Page 1205 - Week 04 - Tuesday, 10 April 2018

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with pay and employment conditions. This solution is simply not viable for the industry; nor is it an acceptable option for the workers.

Early childhood educators have a difficult job but one that is essential to the functioning of our community. Without early childhood educators, working parents would struggle to balance work and caring responsibilities, and children would miss out on the development benefits they get from formal education in their early years.

While the federal coalition government continues to undervalue and disregard the role of early childhood educators in the workforce and, in doing so, underpay workers in majority female industries, educators like Judith, Pixie, Rowena and Francine will continue to suffer. Those who walked off the job are asking for an end to the uneven valuation of traditional male and female work roles. They are asking to be paid as the professionals that they are. And they are asking for proper investment in their industry and in the future of our children.

In 2018 it is outrageous that this sort of gross pay inequality is the standard for the early childhood education profession. Today I would like to congratulate these educators and the big steps campaign for holding the Turnbull government to account for the inequality and mistreatment that still exists in the early childhood education sector. I would like to thank big steps educators for the tireless and thankless work they do every day. They have my support for the work they do and in their call to be paid fairly and treated fairly too.


MS LEE (Kurrajong) (4.41): Madam Deputy Speaker, one of the joys of being an MLA, as you would also be aware, is the opportunity to meet groups of people that you may not have had the opportunity to meet in your previous life. And certainly my shadow portfolio of education has given me the opportunity to visit a number of schools across the territory. The schools have ranged from early learning centres through to year 12, and without exception each has demonstrated without doubt that the education of young people in the ACT is in the good hands of some pretty amazing teachers and school leaders.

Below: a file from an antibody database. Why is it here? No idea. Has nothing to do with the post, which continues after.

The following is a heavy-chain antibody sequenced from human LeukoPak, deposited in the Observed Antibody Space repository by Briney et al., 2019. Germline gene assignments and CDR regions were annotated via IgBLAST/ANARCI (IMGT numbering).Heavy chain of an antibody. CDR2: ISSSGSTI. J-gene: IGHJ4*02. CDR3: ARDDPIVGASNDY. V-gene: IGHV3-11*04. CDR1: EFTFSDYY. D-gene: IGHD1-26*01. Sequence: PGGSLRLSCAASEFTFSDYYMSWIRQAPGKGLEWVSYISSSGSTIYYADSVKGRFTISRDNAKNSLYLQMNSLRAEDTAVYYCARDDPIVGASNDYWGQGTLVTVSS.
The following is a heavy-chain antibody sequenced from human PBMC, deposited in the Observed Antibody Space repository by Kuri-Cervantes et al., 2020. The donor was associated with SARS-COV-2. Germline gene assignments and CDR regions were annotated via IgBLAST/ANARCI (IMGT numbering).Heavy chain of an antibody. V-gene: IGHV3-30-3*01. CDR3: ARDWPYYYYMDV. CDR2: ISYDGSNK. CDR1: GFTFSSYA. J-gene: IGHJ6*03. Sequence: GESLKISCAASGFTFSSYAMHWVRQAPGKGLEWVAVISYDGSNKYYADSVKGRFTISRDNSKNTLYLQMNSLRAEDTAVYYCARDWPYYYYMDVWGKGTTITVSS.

The Montessori school at Holder caters for students ranging from babies in its bumps and babies group aged from 0 to 18 months; for 18 month to three-year-olds in the parent toddler program; and in three groups or cycles of three to six years, six to nine years and nine to 12 years. I was taken around the school by Ms Aine Barker, the deputy principal. Ms Barker has taught in Montessori schools in the USA and Ireland and set up the first Montessori school in mainland China. She explained that in the Montessori education system “follow the child” is at the heart of their learning.

Children are in age groupings rather than single years, based on the teaching ethos that every child has a different rhythm and approach to learning. By observing each child, the classroom teacher, or director as they are referred to, observes what activity the child is interested in and uses that to guide their exploration of the curriculum rather than insist on set lessons on set topics. A small school of 130 students, Montessori is a wonderful example of the range of educational choices that parents

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